This chapter unearths the broader intellectual foundations for Bottom's passing suggestion that, in their relations with humans, early modern animals could be understood as the subjects of tyranny—the most abiding concern across sixteenth- and early seventeenth-century political thought (alongside obedience, to which animals have a special relation, as we will see). It also explores what this understanding might teach us generally about the evolving terms and conditions of membership or belonging within a domain of governance as those criteria expand and contract in Western discourses. I am not (or at least not necessarily) conceiving of membership as a group of beings consciously committed to the shared principles of a voluntary social order. Such an Enlightenment ideal of consensual or contractarian democracy now seems a point of nostalgia just considering humans among themselves. Consent, externalized in transparent verbal expression, remains a critical forensic standard among humans. But because we no longer understand it as actually descriptive of an origin for human political life, our horizons for thought are ill served by continuing to wield the litmus of consent against determinations of animal stakeholdership—while a great deal we might say about relatings across species is occluded by its vestigial bar against animal participation.
Instead of invoking (and then discovering!) an ontological "divide" between human and animal or even demonstrating that divide to be a blurry, shifting, or unsustainable one, this chapter pursues the ways living creatures before Descartes were held to be related within a shared regime of order or laws that governed them commonly. This is not to say that the terms and conditions of this order were equalizing but that profound ambivalence about humanness left room for greater cognizance of nonhuman claims than has become customary for us. While now "animal rights" struggle against the grain of presumptions about consciousness and language that inform modern liberal thought and the species-inflected notion of "human" rights it cultivated, these particular presumptions do not widely pertain in premodernity. At its very heart, this earlier dispensation incorporated cross-species relationships, and it named them in the firmly political terms of sovereignty and subjection. The political dimension then attributed to human/animal relations, as suggested in the introduction, refers not to the obvious fact that those relations involve power ("brute" or otherwise) but to legal and constitutional concerns such as the legitimacy of authority and the justifiability of its acts, the terms of subjection and obedience, and thus the setting up of parties, membership, and rights. Elucidating this perspective depends in part on historicizing inherited circumscriptions of what might be counted as "language" or "signification," even as we displace language-based ideas of social contract from their lingering monopoly on definitions of politics. Setting to one side later developments in philosophy, technoscience, and political theory (most obviously, Descartes and Hobbes), we can attend to the more natural-historical and theologically inclined sixteenth-century arrangements against which they proceeded.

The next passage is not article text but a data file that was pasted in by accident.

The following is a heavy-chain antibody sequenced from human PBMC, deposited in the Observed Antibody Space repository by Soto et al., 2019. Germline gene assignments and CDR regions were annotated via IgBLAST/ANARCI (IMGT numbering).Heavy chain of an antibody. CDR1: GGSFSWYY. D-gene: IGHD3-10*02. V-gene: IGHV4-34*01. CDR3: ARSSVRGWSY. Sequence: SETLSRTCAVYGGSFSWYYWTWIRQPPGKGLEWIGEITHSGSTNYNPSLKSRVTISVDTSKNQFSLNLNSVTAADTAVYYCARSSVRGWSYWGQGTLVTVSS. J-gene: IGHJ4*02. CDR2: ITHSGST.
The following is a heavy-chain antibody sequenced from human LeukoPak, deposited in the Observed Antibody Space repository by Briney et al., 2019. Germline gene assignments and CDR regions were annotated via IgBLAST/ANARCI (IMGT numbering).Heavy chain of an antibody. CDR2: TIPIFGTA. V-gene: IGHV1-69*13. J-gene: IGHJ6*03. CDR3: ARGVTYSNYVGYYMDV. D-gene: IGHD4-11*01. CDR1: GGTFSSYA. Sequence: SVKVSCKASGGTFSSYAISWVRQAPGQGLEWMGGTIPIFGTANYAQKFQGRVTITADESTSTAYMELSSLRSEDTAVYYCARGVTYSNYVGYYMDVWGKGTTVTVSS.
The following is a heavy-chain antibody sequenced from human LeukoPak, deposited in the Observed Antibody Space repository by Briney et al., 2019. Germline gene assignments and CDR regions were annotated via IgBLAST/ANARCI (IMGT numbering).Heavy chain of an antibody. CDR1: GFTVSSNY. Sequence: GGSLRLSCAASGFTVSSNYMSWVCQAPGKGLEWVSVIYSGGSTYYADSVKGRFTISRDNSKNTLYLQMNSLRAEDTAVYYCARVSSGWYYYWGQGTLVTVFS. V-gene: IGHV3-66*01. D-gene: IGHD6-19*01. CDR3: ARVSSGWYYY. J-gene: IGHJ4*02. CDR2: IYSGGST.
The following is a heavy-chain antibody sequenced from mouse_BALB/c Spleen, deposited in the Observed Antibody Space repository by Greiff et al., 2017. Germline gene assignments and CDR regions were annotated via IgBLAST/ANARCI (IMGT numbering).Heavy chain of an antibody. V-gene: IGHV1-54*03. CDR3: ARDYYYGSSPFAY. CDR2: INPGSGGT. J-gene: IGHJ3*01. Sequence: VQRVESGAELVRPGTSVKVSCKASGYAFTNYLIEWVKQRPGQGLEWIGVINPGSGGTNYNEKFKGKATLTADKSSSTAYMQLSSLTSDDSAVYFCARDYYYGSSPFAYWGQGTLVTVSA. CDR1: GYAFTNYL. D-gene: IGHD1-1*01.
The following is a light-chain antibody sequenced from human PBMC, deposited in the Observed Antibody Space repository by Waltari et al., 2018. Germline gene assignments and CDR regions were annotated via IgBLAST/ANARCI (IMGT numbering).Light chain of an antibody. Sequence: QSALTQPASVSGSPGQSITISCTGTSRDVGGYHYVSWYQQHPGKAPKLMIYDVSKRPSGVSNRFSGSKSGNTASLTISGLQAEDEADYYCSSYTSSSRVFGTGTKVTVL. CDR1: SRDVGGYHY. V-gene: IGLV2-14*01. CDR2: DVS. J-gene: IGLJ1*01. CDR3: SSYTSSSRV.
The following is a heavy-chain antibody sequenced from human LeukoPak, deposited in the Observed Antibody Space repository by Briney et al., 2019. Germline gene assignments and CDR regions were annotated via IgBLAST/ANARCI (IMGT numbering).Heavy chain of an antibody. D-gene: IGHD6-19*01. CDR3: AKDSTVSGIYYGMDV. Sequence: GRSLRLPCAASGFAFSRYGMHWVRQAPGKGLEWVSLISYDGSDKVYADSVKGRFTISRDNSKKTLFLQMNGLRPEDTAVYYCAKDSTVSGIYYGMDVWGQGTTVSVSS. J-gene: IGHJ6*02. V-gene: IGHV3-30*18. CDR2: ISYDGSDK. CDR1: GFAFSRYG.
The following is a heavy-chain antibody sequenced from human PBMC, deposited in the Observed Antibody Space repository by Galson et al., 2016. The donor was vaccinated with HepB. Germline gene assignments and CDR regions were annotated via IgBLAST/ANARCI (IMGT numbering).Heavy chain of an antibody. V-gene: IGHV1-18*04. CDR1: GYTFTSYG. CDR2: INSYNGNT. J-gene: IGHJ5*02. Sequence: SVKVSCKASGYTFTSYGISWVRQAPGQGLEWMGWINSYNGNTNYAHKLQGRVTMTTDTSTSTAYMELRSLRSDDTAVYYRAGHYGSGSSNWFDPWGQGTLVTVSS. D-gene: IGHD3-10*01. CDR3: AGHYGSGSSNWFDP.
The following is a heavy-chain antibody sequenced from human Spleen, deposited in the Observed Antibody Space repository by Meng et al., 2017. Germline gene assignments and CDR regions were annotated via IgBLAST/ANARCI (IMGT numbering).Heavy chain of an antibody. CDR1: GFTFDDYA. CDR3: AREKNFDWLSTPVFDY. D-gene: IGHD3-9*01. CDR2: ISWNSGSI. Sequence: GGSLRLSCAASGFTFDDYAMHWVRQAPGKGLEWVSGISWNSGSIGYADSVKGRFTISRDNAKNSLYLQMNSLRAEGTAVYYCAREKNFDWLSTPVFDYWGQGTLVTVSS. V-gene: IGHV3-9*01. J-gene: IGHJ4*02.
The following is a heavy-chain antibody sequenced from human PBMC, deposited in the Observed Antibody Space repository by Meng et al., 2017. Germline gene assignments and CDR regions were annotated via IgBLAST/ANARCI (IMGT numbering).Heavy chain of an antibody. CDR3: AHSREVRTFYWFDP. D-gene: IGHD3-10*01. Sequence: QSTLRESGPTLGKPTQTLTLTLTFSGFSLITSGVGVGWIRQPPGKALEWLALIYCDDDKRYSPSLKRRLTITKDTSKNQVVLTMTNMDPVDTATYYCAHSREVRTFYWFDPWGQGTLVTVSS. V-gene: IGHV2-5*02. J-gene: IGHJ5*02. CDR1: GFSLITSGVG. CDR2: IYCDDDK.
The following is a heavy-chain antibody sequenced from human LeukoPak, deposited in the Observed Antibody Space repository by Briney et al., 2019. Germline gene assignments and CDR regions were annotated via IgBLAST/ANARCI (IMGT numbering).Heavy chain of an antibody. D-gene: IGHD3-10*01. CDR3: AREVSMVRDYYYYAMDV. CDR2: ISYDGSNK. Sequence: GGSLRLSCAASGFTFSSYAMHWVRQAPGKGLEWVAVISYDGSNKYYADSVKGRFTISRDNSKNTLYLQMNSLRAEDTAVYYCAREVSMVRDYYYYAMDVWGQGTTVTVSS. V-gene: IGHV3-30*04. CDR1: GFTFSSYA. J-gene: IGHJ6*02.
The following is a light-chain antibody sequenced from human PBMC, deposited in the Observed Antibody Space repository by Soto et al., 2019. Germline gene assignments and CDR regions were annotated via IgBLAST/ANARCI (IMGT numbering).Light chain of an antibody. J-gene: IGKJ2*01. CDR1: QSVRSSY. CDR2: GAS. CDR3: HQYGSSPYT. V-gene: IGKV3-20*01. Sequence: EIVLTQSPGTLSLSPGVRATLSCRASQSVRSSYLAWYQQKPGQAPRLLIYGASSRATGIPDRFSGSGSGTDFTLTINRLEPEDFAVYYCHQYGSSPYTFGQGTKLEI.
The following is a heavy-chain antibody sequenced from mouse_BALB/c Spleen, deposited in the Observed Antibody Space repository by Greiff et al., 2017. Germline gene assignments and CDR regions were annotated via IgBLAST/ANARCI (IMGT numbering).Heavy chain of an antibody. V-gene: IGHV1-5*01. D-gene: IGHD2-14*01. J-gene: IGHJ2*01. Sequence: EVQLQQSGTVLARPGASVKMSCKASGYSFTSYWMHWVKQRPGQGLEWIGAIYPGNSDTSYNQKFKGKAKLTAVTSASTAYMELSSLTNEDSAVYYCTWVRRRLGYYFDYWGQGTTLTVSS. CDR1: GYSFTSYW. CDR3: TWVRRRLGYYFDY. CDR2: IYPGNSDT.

Conrad Gesner, the Swiss compiler of the most important animal encyclopedia of the sixteenth century, introduces his magisterial, multivolume Historiae Animalium in the 1550s by distinguishing "living creatures, ... Fishes, Foules, Cattell, and creeping things," from the whole balance of creation in precisely these terms of political participation. They alone, he writes, are "expressely ... submitted and vassalaged to [human] Empire, authority, and government." Being ruled puts them inside a certain pale, rather than simply outside the city walls. They are "vassals" of human government. Human sovereignty is not unconditional, just as animal subjection entails its due measure of participation or "voluntary servitude." In 1578 Guillaume du Bartas confirms the fundamentally political cast of these conceptions. Addressing readers, he proposes that
soone as ever [God] had framed thee, Into thy Hands he put this Monarchie: Made all the Creatures know thee for their Lord, And come before thee of their owne accord.